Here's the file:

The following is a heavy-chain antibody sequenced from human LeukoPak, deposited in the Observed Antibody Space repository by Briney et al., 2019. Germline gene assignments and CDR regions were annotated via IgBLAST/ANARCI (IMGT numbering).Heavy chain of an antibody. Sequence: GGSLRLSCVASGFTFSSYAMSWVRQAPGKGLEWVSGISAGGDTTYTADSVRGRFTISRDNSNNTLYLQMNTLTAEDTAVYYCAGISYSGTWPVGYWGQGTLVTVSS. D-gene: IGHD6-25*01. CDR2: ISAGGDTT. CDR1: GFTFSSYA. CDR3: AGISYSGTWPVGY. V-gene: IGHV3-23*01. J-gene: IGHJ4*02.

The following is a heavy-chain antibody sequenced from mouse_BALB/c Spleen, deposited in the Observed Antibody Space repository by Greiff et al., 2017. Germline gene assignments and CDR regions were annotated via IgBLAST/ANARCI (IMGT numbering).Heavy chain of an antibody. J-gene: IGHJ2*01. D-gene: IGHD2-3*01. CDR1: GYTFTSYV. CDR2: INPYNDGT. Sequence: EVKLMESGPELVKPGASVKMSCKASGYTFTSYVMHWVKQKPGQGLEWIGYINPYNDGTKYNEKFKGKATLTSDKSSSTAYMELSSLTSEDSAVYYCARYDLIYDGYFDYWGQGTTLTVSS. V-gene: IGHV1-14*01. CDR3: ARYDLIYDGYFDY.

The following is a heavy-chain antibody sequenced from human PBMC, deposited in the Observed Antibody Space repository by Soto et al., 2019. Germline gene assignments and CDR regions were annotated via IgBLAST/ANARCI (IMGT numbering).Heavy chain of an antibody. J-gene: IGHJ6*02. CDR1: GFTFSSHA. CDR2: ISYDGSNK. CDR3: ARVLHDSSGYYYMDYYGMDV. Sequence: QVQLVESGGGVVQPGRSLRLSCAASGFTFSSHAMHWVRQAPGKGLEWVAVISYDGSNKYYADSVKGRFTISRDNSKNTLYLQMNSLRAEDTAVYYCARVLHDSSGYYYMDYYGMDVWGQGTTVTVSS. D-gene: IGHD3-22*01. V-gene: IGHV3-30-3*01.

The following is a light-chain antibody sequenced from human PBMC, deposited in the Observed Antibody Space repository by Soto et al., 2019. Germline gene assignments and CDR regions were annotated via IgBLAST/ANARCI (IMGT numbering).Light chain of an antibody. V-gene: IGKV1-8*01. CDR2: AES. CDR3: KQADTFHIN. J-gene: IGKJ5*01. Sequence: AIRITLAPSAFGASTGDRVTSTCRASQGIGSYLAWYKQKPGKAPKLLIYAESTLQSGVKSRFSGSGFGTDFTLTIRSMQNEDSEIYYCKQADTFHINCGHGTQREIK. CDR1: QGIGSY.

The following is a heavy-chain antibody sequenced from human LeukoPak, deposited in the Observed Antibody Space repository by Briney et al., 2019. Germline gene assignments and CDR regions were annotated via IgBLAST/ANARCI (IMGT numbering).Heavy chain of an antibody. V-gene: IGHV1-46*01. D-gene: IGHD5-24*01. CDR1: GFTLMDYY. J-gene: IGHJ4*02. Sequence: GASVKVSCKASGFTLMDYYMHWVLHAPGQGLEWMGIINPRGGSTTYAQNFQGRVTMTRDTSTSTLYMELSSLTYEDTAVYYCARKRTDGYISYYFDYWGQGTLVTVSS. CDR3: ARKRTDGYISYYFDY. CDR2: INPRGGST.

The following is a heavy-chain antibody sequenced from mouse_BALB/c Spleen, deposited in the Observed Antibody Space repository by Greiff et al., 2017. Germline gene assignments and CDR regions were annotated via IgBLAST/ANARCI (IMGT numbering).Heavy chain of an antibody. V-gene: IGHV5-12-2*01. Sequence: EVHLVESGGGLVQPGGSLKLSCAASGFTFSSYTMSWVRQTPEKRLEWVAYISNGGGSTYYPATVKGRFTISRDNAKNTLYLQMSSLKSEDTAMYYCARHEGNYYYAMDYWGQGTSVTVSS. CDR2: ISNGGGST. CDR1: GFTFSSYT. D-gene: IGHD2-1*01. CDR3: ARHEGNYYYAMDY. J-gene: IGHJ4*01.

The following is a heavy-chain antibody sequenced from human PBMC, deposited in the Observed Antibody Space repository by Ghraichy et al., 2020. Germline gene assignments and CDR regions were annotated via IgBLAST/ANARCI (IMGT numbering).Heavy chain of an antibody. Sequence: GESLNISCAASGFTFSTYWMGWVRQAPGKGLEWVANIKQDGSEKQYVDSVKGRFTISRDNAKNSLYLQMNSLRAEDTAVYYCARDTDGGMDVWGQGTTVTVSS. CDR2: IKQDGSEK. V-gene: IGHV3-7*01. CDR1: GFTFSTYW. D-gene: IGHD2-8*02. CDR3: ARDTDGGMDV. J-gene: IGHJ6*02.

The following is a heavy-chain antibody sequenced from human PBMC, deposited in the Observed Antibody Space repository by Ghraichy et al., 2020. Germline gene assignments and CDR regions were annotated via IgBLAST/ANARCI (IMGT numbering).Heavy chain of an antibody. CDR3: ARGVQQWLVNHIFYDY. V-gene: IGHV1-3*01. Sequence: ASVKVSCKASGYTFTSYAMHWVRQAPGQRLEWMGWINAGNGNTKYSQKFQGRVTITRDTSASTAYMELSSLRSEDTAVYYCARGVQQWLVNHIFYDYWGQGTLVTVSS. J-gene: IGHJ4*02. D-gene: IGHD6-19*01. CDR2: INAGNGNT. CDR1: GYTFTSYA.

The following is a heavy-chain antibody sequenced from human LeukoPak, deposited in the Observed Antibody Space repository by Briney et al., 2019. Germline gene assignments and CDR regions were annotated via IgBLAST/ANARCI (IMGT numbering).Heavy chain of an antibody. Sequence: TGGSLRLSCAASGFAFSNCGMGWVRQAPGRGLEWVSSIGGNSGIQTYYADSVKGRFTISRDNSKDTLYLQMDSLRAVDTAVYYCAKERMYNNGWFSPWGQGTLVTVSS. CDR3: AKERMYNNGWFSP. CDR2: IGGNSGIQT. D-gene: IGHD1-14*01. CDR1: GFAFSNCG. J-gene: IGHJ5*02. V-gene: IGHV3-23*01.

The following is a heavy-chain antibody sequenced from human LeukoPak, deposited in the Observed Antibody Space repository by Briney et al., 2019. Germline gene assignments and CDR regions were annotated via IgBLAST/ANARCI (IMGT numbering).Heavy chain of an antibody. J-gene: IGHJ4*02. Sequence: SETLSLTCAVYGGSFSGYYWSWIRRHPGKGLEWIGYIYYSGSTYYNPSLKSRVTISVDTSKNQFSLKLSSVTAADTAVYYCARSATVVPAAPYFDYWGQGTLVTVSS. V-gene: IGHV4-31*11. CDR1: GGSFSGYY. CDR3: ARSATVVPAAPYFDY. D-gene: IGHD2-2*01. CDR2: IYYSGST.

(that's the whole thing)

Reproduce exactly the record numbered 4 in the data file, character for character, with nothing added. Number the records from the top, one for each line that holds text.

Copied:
The following is a light-chain antibody sequenced from human PBMC, deposited in the Observed Antibody Space repository by Soto et al., 2019. Germline gene assignments and CDR regions were annotated via IgBLAST/ANARCI (IMGT numbering).Light chain of an antibody. V-gene: IGKV1-8*01. CDR2: AES. CDR3: KQADTFHIN. J-gene: IGKJ5*01. Sequence: AIRITLAPSAFGASTGDRVTSTCRASQGIGSYLAWYKQKPGKAPKLLIYAESTLQSGVKSRFSGSGFGTDFTLTIRSMQNEDSEIYYCKQADTFHINCGHGTQREIK. CDR1: QGIGSY.